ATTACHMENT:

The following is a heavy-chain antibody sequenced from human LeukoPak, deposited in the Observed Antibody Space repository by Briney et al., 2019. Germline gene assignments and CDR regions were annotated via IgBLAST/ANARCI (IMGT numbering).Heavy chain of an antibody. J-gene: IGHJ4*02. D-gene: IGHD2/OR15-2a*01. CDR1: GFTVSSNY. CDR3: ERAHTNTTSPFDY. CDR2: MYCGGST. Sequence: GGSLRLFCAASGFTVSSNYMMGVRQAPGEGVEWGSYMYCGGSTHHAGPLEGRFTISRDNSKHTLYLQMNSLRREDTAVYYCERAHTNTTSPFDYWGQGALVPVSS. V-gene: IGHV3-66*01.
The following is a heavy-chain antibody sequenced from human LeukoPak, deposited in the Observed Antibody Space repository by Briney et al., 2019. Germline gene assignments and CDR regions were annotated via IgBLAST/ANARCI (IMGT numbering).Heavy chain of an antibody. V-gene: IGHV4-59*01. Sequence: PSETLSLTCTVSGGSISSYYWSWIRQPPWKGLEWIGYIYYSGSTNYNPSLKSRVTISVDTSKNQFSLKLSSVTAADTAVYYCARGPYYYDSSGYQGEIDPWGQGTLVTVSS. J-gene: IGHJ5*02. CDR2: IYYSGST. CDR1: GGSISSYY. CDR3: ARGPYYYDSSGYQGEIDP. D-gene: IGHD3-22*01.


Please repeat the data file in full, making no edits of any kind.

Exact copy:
The following is a heavy-chain antibody sequenced from human LeukoPak, deposited in the Observed Antibody Space repository by Briney et al., 2019. Germline gene assignments and CDR regions were annotated via IgBLAST/ANARCI (IMGT numbering).Heavy chain of an antibody. J-gene: IGHJ4*02. D-gene: IGHD2/OR15-2a*01. CDR1: GFTVSSNY. CDR3: ERAHTNTTSPFDY. CDR2: MYCGGST. Sequence: GGSLRLFCAASGFTVSSNYMMGVRQAPGEGVEWGSYMYCGGSTHHAGPLEGRFTISRDNSKHTLYLQMNSLRREDTAVYYCERAHTNTTSPFDYWGQGALVPVSS. V-gene: IGHV3-66*01.
The following is a heavy-chain antibody sequenced from human LeukoPak, deposited in the Observed Antibody Space repository by Briney et al., 2019. Germline gene assignments and CDR regions were annotated via IgBLAST/ANARCI (IMGT numbering).Heavy chain of an antibody. V-gene: IGHV4-59*01. Sequence: PSETLSLTCTVSGGSISSYYWSWIRQPPWKGLEWIGYIYYSGSTNYNPSLKSRVTISVDTSKNQFSLKLSSVTAADTAVYYCARGPYYYDSSGYQGEIDPWGQGTLVTVSS. J-gene: IGHJ5*02. CDR2: IYYSGST. CDR1: GGSISSYY. CDR3: ARGPYYYDSSGYQGEIDP. D-gene: IGHD3-22*01.